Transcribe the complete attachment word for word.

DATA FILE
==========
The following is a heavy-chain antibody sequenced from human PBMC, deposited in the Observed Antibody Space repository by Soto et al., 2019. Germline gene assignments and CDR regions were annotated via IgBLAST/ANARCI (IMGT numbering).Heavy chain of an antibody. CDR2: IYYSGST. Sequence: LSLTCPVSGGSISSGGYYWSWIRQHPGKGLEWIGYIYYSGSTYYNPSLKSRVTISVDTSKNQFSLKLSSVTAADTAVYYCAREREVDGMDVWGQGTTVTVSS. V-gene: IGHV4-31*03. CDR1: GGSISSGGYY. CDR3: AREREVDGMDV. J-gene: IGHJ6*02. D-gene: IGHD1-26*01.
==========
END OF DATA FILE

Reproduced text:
The following is a heavy-chain antibody sequenced from human PBMC, deposited in the Observed Antibody Space repository by Soto et al., 2019. Germline gene assignments and CDR regions were annotated via IgBLAST/ANARCI (IMGT numbering).Heavy chain of an antibody. CDR2: IYYSGST. Sequence: LSLTCPVSGGSISSGGYYWSWIRQHPGKGLEWIGYIYYSGSTYYNPSLKSRVTISVDTSKNQFSLKLSSVTAADTAVYYCAREREVDGMDVWGQGTTVTVSS. V-gene: IGHV4-31*03. CDR1: GGSISSGGYY. CDR3: AREREVDGMDV. J-gene: IGHJ6*02. D-gene: IGHD1-26*01.